Serving Those Who Served Our Country

Whether it’s visiting a veteran patient who’s reluctant to speak to anyone or figuring out new ways to connect with county Veterans Affairs (VA) offices, there’s one question that usually serves Danny Pierce well: “Can I try?”

As Veterans Liaison, Pierce is responsible for building and nurturing relationships between Agape Care and the veteran communities in South Carolina and Georgia. Some of those men and women may already be Agape Care patients; others might be, at least initially, unwilling to hear anything about hospice care. They might not want to admit they’re in pain or that they need treatment, a mindset that can date back to their days in the service where showing any perceived weakness was frowned upon. “It can feel like an unwritten rule, and that can stay in a veteran’s mind for years,” Pierce says. “So, a lot of veterans, they don’t like the word hospice.”

But in every case, Pierce, who served in the Army Reserve National Guard for four years (1971–75) is willing to listen, learn, and establish trust. Having served in the military, he has an understanding of what military members have gone through and insight into what they may — or may not — want to talk about. Pierce also spent 30 years in pastoral ministry before entering the hospice industry, where he served as a chaplain with Agape Care before retiring from those duties and taking on his current role part-time. His experiences have given him the ability to connect with patients and families from all walks of life and help them find peace and comfort.

Pierce’s role is part of Agape Care’s commitment to providing hospice and palliative care tailored to veterans, who often face unique health issues related to their years of service. It’s a focus that’s especially important now — veterans account for as many as one in four deaths in the U.S., and there is an increasing number of Vietnam and Korean War veterans who need hospice care.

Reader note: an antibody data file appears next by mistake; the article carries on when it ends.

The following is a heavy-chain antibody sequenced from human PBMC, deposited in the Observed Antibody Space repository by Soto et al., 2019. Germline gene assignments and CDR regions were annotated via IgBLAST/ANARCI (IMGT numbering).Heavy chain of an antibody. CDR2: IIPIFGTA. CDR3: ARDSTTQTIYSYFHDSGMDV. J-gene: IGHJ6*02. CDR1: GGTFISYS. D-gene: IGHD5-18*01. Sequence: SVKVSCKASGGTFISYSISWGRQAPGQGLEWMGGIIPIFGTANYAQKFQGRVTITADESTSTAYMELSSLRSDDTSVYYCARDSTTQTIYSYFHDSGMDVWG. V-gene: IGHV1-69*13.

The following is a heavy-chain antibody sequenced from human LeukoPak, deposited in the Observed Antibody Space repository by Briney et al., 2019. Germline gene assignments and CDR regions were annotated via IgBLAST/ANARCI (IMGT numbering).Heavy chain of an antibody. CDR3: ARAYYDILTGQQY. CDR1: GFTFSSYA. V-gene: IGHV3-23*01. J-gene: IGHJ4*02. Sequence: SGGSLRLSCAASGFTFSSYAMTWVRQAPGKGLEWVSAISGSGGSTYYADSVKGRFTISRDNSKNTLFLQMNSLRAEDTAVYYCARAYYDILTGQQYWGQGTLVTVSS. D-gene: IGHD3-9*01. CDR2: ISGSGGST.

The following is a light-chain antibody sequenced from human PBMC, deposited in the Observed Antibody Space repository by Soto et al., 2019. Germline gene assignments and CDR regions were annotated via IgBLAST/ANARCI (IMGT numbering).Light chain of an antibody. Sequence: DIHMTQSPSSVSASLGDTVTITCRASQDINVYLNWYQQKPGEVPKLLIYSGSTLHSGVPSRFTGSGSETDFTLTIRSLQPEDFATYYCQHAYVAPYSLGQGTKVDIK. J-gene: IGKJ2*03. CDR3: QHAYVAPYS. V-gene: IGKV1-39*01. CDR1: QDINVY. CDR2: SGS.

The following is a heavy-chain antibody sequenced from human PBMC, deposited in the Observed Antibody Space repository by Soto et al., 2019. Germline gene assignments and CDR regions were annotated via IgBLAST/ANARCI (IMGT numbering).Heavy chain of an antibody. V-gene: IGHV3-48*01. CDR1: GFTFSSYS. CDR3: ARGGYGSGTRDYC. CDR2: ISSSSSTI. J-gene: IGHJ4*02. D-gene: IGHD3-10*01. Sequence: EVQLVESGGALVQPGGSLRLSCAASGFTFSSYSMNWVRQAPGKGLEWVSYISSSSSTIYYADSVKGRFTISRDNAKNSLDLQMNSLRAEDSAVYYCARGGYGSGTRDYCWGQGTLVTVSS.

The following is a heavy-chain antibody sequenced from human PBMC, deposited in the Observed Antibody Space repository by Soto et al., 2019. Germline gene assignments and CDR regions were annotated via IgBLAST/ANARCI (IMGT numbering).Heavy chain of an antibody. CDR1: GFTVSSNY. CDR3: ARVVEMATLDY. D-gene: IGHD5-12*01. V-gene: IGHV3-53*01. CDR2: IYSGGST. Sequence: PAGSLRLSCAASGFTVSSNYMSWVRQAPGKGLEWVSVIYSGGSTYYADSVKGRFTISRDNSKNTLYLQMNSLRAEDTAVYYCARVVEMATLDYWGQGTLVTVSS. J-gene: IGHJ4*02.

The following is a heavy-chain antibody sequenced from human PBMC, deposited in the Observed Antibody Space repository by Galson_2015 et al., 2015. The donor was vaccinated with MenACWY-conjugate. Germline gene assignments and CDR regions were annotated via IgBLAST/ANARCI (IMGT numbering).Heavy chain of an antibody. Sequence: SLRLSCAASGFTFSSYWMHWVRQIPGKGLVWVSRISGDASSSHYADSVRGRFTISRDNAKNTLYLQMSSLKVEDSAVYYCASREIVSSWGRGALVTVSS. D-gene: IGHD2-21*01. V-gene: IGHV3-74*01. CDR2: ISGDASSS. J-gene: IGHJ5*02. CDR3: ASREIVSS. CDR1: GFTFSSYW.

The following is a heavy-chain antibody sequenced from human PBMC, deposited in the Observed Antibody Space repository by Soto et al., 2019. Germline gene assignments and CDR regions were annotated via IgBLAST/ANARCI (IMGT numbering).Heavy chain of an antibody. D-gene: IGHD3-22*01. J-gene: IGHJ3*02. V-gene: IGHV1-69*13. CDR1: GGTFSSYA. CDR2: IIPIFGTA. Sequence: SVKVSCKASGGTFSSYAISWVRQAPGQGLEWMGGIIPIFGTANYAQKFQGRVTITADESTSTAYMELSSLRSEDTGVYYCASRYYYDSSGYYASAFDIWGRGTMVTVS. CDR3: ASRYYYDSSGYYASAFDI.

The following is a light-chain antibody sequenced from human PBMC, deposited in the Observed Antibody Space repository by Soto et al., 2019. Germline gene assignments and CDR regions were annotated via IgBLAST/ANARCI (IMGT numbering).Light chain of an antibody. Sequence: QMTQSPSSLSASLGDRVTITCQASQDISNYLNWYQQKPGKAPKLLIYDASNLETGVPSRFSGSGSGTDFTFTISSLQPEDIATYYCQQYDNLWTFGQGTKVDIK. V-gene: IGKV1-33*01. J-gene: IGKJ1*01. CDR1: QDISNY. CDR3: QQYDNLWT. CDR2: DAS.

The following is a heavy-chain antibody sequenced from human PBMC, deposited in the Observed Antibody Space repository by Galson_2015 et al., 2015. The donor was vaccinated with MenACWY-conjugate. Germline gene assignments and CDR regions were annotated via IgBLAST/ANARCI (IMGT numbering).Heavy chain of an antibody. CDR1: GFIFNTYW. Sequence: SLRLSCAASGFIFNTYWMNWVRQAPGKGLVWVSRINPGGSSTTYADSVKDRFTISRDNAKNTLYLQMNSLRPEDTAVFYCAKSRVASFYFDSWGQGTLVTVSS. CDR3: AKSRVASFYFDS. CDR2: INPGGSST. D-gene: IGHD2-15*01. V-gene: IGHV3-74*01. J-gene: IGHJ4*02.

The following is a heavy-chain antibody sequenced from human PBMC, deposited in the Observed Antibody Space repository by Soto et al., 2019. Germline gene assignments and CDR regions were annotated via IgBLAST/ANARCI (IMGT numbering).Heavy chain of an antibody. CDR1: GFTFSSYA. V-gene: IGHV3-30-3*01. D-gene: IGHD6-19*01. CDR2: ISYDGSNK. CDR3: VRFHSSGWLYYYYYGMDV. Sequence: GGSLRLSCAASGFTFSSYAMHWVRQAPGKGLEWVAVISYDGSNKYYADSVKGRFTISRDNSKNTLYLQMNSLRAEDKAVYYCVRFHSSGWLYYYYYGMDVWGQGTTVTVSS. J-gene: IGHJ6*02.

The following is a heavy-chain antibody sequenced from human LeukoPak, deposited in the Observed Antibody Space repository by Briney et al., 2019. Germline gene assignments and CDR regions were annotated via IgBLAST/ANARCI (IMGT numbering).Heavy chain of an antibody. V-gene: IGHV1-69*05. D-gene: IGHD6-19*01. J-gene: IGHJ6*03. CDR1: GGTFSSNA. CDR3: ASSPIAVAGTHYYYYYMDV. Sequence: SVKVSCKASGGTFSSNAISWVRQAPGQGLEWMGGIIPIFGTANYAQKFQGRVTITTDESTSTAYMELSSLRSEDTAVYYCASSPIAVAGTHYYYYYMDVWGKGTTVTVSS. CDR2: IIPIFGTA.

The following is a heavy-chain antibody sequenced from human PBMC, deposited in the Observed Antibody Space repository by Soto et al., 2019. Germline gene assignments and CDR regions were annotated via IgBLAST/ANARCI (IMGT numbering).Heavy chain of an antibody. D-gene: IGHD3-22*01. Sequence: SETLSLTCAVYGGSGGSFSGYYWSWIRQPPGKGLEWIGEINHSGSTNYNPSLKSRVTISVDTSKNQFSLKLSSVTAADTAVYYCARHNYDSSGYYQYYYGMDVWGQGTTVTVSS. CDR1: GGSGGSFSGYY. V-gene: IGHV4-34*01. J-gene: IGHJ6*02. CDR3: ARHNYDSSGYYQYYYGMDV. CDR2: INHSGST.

To ensure that veterans receive the physical, emotional, and spiritual support they need, Agape Care is a member of We Honor Veterans, a program of the National Hospice and Palliative Care Organization (NHPCO) in collaboration with the Department of Veterans Affairs (VA). Last fall, Agape Care reached Partner Level 4, a recognition given to organizations that demonstrate a high level of commitment to veteran-centric care in the community.

And when it comes to reaching the community, Pierce plays a large role. It can often be difficult to find veterans who may need support, but Agape Care has found success in South Carolina by partnering with county VA offices and partnering with the South Carolina Association of County Veteran Affairs Officers. Each of the state’s 46 counties has its own office, and Pierce has made it a goal to build relationships with each one. “If you’re going to reach out, first of all, you have to know who to reach out to,” he says. “And these people know more about the veterans in their county than anyone.”

By connecting with county VA offices, he can share more about Agape Care, and when veterans need assistance or resources, they can be directed to Pierce.

For veterans in assisted living facilities, skilled nursing facilities, and Agape Care’s hospice houses, Pierce and Agape Care will hold pinning ceremonies, where someone — typically a veteran themselves — places a flag pin on the veteran patient. “Everything is about ceremony in the military, and we want to recognize who they are,” he says. “We’ve seen veterans with dementia who might not have known where they were, but when I asked if they ever served in the military, they said yes.”

For Memorial Day, Pierce has a veteran recognition ceremony planned for a facility in Hilton Head, South Carolina. “We’ll go and have a brief moment of silence,” he says. “We’ll talk about those who have passed because it’s Memorial Day, and then we’ll recognize the veterans who are there.” 

Through the pinning and recognition ceremonies, and in everything Agape Care does, whether it’s building a military history checklist into the admission process or completing veteran-specific education with the social work team, the goal is to serve, honor, and care for our veterans. It’s all about showing compassion, building relationships, and finding a way to reach our nation’s heroes.